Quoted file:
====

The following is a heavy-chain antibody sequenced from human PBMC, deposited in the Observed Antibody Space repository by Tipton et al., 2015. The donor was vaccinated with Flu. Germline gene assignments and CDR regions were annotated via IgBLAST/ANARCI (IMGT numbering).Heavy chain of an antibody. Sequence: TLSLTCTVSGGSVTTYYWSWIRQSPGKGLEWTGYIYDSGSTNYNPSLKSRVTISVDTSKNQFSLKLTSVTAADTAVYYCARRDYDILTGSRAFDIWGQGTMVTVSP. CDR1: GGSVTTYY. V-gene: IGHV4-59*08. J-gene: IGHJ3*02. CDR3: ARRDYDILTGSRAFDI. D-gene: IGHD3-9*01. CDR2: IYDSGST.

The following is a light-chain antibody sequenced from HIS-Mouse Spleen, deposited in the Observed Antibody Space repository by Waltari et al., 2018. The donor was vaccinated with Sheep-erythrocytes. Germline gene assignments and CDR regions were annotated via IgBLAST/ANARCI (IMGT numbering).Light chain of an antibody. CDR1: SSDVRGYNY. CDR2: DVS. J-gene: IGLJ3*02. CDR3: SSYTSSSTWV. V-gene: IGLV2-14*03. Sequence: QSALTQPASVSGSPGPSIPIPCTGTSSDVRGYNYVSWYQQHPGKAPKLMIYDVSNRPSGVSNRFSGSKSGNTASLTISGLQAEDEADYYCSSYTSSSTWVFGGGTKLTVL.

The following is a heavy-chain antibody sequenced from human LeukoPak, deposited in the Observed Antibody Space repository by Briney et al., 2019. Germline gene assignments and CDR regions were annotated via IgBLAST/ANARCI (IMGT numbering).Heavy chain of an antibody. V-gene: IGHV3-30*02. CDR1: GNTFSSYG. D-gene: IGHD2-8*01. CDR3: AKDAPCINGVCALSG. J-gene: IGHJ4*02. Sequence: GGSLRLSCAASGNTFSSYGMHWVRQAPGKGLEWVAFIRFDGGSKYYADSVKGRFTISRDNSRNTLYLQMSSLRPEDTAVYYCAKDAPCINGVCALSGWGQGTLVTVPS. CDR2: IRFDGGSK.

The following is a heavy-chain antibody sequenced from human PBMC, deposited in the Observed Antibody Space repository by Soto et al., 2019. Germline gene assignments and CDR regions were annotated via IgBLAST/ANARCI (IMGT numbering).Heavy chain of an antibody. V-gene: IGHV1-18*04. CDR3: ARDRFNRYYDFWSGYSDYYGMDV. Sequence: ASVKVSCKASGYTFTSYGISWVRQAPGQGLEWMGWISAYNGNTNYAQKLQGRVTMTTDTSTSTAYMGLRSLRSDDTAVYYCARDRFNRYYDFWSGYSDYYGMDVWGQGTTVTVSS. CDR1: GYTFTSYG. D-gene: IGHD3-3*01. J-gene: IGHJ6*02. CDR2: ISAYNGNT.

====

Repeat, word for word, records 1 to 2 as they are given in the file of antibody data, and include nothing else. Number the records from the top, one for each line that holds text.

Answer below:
The following is a heavy-chain antibody sequenced from human PBMC, deposited in the Observed Antibody Space repository by Tipton et al., 2015. The donor was vaccinated with Flu. Germline gene assignments and CDR regions were annotated via IgBLAST/ANARCI (IMGT numbering).Heavy chain of an antibody. Sequence: TLSLTCTVSGGSVTTYYWSWIRQSPGKGLEWTGYIYDSGSTNYNPSLKSRVTISVDTSKNQFSLKLTSVTAADTAVYYCARRDYDILTGSRAFDIWGQGTMVTVSP. CDR1: GGSVTTYY. V-gene: IGHV4-59*08. J-gene: IGHJ3*02. CDR3: ARRDYDILTGSRAFDI. D-gene: IGHD3-9*01. CDR2: IYDSGST.

The following is a light-chain antibody sequenced from HIS-Mouse Spleen, deposited in the Observed Antibody Space repository by Waltari et al., 2018. The donor was vaccinated with Sheep-erythrocytes. Germline gene assignments and CDR regions were annotated via IgBLAST/ANARCI (IMGT numbering).Light chain of an antibody. CDR1: SSDVRGYNY. CDR2: DVS. J-gene: IGLJ3*02. CDR3: SSYTSSSTWV. V-gene: IGLV2-14*03. Sequence: QSALTQPASVSGSPGPSIPIPCTGTSSDVRGYNYVSWYQQHPGKAPKLMIYDVSNRPSGVSNRFSGSKSGNTASLTISGLQAEDEADYYCSSYTSSSTWVFGGGTKLTVL.